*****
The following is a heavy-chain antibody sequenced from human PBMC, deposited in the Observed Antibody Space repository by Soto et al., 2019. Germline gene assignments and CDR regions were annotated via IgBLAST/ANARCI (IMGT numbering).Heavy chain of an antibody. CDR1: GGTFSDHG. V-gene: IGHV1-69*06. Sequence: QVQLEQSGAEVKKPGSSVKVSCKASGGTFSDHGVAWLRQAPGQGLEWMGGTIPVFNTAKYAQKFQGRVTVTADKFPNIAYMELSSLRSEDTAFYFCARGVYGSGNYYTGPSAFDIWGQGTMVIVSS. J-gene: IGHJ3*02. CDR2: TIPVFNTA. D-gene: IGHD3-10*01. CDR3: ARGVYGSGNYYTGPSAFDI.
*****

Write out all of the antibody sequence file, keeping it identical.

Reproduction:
The following is a heavy-chain antibody sequenced from human PBMC, deposited in the Observed Antibody Space repository by Soto et al., 2019. Germline gene assignments and CDR regions were annotated via IgBLAST/ANARCI (IMGT numbering).Heavy chain of an antibody. CDR1: GGTFSDHG. V-gene: IGHV1-69*06. Sequence: QVQLEQSGAEVKKPGSSVKVSCKASGGTFSDHGVAWLRQAPGQGLEWMGGTIPVFNTAKYAQKFQGRVTVTADKFPNIAYMELSSLRSEDTAFYFCARGVYGSGNYYTGPSAFDIWGQGTMVIVSS. J-gene: IGHJ3*02. CDR2: TIPVFNTA. D-gene: IGHD3-10*01. CDR3: ARGVYGSGNYYTGPSAFDI.